Coach Tony Sharpe's Nebraska nine is one of two
spring squads (the other being outdoor track) which
has an excellent chance of ending a long drouth of con
ference titles for Nebraska. Nebraska has not Von a
conference title for eleven years and has never won a
Big Eight crown. The last loop top spot for the Huskers
was in 1951 when NU won the Big Seven indoor track
meet under Coach Ed Weir. The last baseball title came
in 1950 under Sharpe.
Eleven years is a long stretch for a school to go
without winning a conference championship in any one
of nine sports (gymnastics is not a competitive Big
Eight sport yet), but Nebraska has done just that.
Basfballers Start Fast
The Husker diamond crew hope to break this skein
and certainly started out last weekend like they meant
business. Nebraska swept a three-game series at Tulsa
to start off the '62 campaign.
This week the Huskers meet their first Big Eight
opponent, Kansas, in a doubleheader Friday and a sin
gle game Saturday. The weekend will mark the home
debut for the Cornhusker nine and, just to alert the po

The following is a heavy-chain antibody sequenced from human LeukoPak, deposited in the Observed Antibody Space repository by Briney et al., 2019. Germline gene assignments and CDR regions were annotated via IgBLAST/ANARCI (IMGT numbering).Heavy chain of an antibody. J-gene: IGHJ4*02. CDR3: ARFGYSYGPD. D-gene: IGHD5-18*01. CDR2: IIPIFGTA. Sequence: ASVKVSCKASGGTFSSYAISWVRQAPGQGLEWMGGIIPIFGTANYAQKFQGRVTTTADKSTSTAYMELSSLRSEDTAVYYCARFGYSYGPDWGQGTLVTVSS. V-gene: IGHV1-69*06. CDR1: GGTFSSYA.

tential fan, watch for some fine pitching from the Husk
er moundsmen and some timely hitting from the bats
men as the veteran-loaded Nebraska team is set to go
this year.
Nebraska will be a favorite in its three game set
against KU, as the Jayhawkers finished last in 1961 and
have not improved much. The toughest league competi
tion for Nebraska will come from defending champ
Oklahoma State and Oklahoma.
First Trip to Omaha
The scene is set for what could be the first appear
ance by a Nebraska team in one of its own state's top
sports attractions of the year the College World
Series (NCAA Series) in Omaha.
For those of yon who are idling on Friday after
noon this weekend, a quick jaunt over to the Husker
diamond should provide an enjoyable afternoon as well
as an opportunity to watch a top-notch ball club in
There's plenty of baseball right at home for the
rabid fan and a roost of rooters neve hurt any team.
Thj "old ball game" starts at 1:30 p.m. Friday.
Meet the Coach Series
New Grid Aide Praises
NU Spirit and Attitude
(Ed. Note This is the fifth story in
the Daily Nebraskan's Meet the Coach
Series, which will feature stories on NU
coaches and assistants.)
Sports Staff Writer
"The attitude and spirit are